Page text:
A novelist and essayist with a peripatetic life returns with a collection of recent and revealing pieces that range from the intensely personal to the analytical to the appreciative.
Xu Xi, who writes in English, has published a number of novels (That Man in Our Lives, 2016) and a memoir (Dear Hong Kong, 2017). Here, she collects 30 tight essays—many previously published—and arranges them, sometimes chronologically, in four categories. Among the most wrenching are those dealing with her mother’s long descent into Alzheimer’s and the author’s care for her (“the typhoon that was my mother’s Alzheimer’s changed my world, shifting all its known compass points”). The author is also candid about her two divorces, her current and long-lasting relationship with another man, and her brother’s death. She also writes affectingly about writing itself: why she writes in English (she says her Chinese is not all that good) and how she, in some ways, disappointed her mother, who did not eagerly approve of her daughter’s decision to become a writer. The author also chronicles a long process of decision about what she should do besides write—something that would earn her a steady, predictable income. She was in the corporate world for a number of years and then moved into academe, where she now works as the co-director of the MFA program in creative writing and literary translation at the Vermont College of Fine Arts. In one essay, the author discusses how she likes to “loaf,” but these essays reveal a writer who is intensely focused on her work. There are a few political pieces, as well, including one that features, woven throughout, letters to Hillary Clinton, whom the author supported during the 2016 election. (She zings the winner of that election a few times, too.)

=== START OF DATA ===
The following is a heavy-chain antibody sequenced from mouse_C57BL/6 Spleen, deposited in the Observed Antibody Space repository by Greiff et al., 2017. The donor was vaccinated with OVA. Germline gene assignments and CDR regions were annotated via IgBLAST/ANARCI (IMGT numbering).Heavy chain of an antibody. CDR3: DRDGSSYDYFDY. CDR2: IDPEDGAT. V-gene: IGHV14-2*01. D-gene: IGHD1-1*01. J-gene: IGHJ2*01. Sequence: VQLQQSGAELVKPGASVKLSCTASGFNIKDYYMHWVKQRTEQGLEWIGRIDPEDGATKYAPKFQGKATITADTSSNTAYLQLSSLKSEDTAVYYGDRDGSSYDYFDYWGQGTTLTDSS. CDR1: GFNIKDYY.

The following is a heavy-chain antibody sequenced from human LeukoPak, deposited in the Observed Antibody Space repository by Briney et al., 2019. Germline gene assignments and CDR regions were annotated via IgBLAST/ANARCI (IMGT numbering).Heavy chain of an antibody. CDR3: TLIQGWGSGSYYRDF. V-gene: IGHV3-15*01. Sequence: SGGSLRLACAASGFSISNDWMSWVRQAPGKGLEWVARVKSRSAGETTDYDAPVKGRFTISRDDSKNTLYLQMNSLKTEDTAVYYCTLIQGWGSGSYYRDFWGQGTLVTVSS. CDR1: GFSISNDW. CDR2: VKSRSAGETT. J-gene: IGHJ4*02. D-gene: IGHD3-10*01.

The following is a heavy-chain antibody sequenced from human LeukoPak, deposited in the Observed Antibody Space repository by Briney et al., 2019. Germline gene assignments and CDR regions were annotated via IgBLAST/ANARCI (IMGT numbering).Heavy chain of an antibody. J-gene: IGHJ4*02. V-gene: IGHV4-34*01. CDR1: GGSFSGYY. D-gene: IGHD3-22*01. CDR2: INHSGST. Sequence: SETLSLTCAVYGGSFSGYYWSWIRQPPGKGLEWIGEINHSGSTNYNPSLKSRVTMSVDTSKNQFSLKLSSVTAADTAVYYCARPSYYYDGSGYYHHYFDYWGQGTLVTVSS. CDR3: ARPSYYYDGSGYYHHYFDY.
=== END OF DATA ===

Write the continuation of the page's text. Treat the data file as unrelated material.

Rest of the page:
Broad-ranging, introspective, and honest essays that reveal a fine writer’s experiences, mind, and heart.